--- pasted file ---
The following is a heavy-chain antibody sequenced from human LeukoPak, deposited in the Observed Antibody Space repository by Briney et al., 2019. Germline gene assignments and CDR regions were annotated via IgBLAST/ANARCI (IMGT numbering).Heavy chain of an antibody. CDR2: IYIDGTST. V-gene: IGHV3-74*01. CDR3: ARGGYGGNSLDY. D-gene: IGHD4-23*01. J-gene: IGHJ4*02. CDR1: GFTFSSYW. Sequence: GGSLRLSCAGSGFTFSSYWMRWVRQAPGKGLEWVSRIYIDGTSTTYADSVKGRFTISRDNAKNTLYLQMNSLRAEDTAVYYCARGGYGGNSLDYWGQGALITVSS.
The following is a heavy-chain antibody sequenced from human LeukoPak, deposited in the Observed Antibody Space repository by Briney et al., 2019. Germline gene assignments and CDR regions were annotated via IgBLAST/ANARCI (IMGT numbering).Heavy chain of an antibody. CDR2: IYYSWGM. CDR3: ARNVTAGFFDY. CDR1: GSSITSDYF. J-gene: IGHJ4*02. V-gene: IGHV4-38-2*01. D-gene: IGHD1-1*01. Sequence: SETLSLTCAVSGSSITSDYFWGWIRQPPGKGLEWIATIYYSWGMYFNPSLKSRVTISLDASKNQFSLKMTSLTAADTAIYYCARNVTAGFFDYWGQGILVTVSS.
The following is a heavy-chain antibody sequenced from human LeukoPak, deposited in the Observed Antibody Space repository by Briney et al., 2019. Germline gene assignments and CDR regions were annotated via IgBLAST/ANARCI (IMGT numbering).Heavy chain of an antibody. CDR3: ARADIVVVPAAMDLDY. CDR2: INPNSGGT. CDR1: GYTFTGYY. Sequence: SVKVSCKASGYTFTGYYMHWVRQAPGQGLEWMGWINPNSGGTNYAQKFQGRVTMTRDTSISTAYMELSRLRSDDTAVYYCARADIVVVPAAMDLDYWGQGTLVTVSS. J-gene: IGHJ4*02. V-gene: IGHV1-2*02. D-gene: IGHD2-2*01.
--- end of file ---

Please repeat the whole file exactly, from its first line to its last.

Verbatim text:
The following is a heavy-chain antibody sequenced from human LeukoPak, deposited in the Observed Antibody Space repository by Briney et al., 2019. Germline gene assignments and CDR regions were annotated via IgBLAST/ANARCI (IMGT numbering).Heavy chain of an antibody. CDR2: IYIDGTST. V-gene: IGHV3-74*01. CDR3: ARGGYGGNSLDY. D-gene: IGHD4-23*01. J-gene: IGHJ4*02. CDR1: GFTFSSYW. Sequence: GGSLRLSCAGSGFTFSSYWMRWVRQAPGKGLEWVSRIYIDGTSTTYADSVKGRFTISRDNAKNTLYLQMNSLRAEDTAVYYCARGGYGGNSLDYWGQGALITVSS.
The following is a heavy-chain antibody sequenced from human LeukoPak, deposited in the Observed Antibody Space repository by Briney et al., 2019. Germline gene assignments and CDR regions were annotated via IgBLAST/ANARCI (IMGT numbering).Heavy chain of an antibody. CDR2: IYYSWGM. CDR3: ARNVTAGFFDY. CDR1: GSSITSDYF. J-gene: IGHJ4*02. V-gene: IGHV4-38-2*01. D-gene: IGHD1-1*01. Sequence: SETLSLTCAVSGSSITSDYFWGWIRQPPGKGLEWIATIYYSWGMYFNPSLKSRVTISLDASKNQFSLKMTSLTAADTAIYYCARNVTAGFFDYWGQGILVTVSS.
The following is a heavy-chain antibody sequenced from human LeukoPak, deposited in the Observed Antibody Space repository by Briney et al., 2019. Germline gene assignments and CDR regions were annotated via IgBLAST/ANARCI (IMGT numbering).Heavy chain of an antibody. CDR3: ARADIVVVPAAMDLDY. CDR2: INPNSGGT. CDR1: GYTFTGYY. Sequence: SVKVSCKASGYTFTGYYMHWVRQAPGQGLEWMGWINPNSGGTNYAQKFQGRVTMTRDTSISTAYMELSRLRSDDTAVYYCARADIVVVPAAMDLDYWGQGTLVTVSS. J-gene: IGHJ4*02. V-gene: IGHV1-2*02. D-gene: IGHD2-2*01.